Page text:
Pakistan defeated New Zealand by six wickets in the second of their three-match ODI series in Abu Dhabi on Friday. Here are our five takeaways from that game:
After 12 consecutive defeats to New Zealand in the 50-over format (yes you read that right), Pakistan finally managed to snap the unenviable streak. India may want to think of themselves as Pakistan’s boogeyteam but looking at the Kiwis’ run coupled with their head-to-head record that is fast heading towards parity, maybe the side from down under is the one that actually has the Men in Green’s number.
To end their dozen-game drought, Pakistan had to give a near flawless performance on Friday. Bowlers picked up wickets, fielders took their chances and batsmen scored runs. No door was kept ajar for NZ to mount a comeback, which eventually reaped the sought-after win.
Australia’s World Cup success over the years means administrators in Pakistan, and even around the world, often find themselves trying to replicate the Cricket Australia model. Prime Minister Imran Khan, too, is a known admirer of the Aussie practices.
One thing the Aussies are not really fond of is giving early exposure to teeanage cricketers -- especially fast bowlers – with their thought process being that bodies and minds should be fully mature for pace bowling.
Shaheen Shah Afridi is the latest in a long line of precoious Pakistani pacers who completely debunk the Aussie way of thinking. The 18-year-old southpaw took his second straight four-for of the series and was deservedly named the man of the match.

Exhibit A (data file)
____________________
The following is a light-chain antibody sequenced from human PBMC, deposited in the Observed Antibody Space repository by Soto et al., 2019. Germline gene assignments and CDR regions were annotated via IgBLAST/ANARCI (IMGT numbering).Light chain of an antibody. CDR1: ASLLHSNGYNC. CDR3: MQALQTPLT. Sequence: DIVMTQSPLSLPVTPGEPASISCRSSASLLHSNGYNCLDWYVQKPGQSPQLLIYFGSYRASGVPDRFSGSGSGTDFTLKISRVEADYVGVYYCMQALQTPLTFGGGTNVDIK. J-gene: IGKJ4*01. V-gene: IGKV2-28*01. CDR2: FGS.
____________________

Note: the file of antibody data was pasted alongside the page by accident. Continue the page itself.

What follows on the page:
The innings’ other impressive bowler was an almost equally young Shadab Khan, who gave away just 25 runs in his 10 overs.
While the younguns deserve credit, so does the wily old fox Mohammad Hafeez. Afer what he’s been through and what transpired the other day, the Professor could have easily folded. Yet, he remained unfazed and bowled an excellent line that the Kiwis struggled against one more.
Hafeez finished with figures of 31-1 and was instrumental in restricting the away side to a lowly total. The only thing missing from his performance was him not dismissing Ross Taylor, his new antagonist.
There are two faces of Pakistani’s 50-over batting: one for small targets and the other for targets in excess of 250. In the opening ODI, when given 267 to chase, the ugly face showed up. Everything that could have gone wrong, went wrong and Pakistan swiftly were 8-3.
And when the targets are around the 200-run mark, it’s the turn of the graceful, tension-free face to make an appearance, which was the case in the second ODI. Hence, Sarfraz Ahmed’s men were an astounding 155-0 at one point in this one and could have even chased 300.
This again goes on to prove how so many of Pakistan team’s problems are psychological rather than technical.
Junaid Khan has to be the unluckiest cricketer ever to put on the Pakistan shirt. If he is not being overlooked by the selectors or the management, he picks up untimely injuries.
In Asia Cup, after being consigned to the bench for much of the tournament, when he was given a chance he cleaned up four Bangladesh batsmen. He was then not picked for the entire Aussie series or the NZ T20Is.
And now a toe injury has ruled him out of the entire ongoing series. Considering that the selectors don't think much of him from a Tests and T20Is perspective, Junaid will next be called upon next year on January 19, which is when the first ODI with South Africa in South Africa is to be played
It means that during the six months between July 2018 and January 2019, he would have played just two ODIs. At 28, a pacer is supposed to be at the peak of his powers. For Junaid to play so little at this age is unfortunate, to the say least.
The writer is a cricket aficionado based in Karachi.